The wall whereby the match was played

Serebryakov stood better, but the opponents played so badly that we advised Yurik to offer a draw in that excruciating game. The reason was that Serebryakova was winning and had a huge material advantage. Yurik listened to us, and Serebryakov followed the team leader's instruction obediently. The score was 2-2, with a huge material edge on board five. The tension was at its peak!

Everyone gathered around the two badly playing girls: Alexander Petrovich, Yurik, the team members, and Gennady Anatolyevich and Sergei Ivanovich (Sasha Zakharov's father) who came after work to support us.

Alexander Zakharov and his dad

Serebryakova's material advantage converted into extra two rooks, and then it became clear that she didn't know how to checkmate with two rooks. Standing near the board, we could somehow prompt her what the best practices for such a checkmate were, and she got down to business with her usual confidence. The problem arose when the black king, moving diagonally, finally reached the last rank. Serebryakova put her rook under attack and announced confidently: "Checkmate!". The girl from school 606 was happy that her torments were finally over in the game she was fed up with and stopped the clock.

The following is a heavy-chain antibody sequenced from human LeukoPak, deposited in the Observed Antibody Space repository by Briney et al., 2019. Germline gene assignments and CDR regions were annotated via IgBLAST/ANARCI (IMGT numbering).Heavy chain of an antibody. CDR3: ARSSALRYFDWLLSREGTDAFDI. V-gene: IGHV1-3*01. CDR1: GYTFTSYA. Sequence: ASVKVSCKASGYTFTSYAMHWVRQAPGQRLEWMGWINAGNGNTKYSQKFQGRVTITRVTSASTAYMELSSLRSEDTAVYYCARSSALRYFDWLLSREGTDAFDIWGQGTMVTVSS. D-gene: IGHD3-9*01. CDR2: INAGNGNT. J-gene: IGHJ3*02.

There was a pause, then Alexander Petrovich was the first to tune in: "There is no checkmate, the game continues!" Our chess logic told us clearly that if the game continued and the girl captured the rook, Serebryakova would in no circumstances be able to checkmate with the surviving rook, and a draw would ensue. And here came Yurik's moment of glory. He outlined our position loudly and clearly: "The clock has been stopped, the game is over!" We started to make noise, too.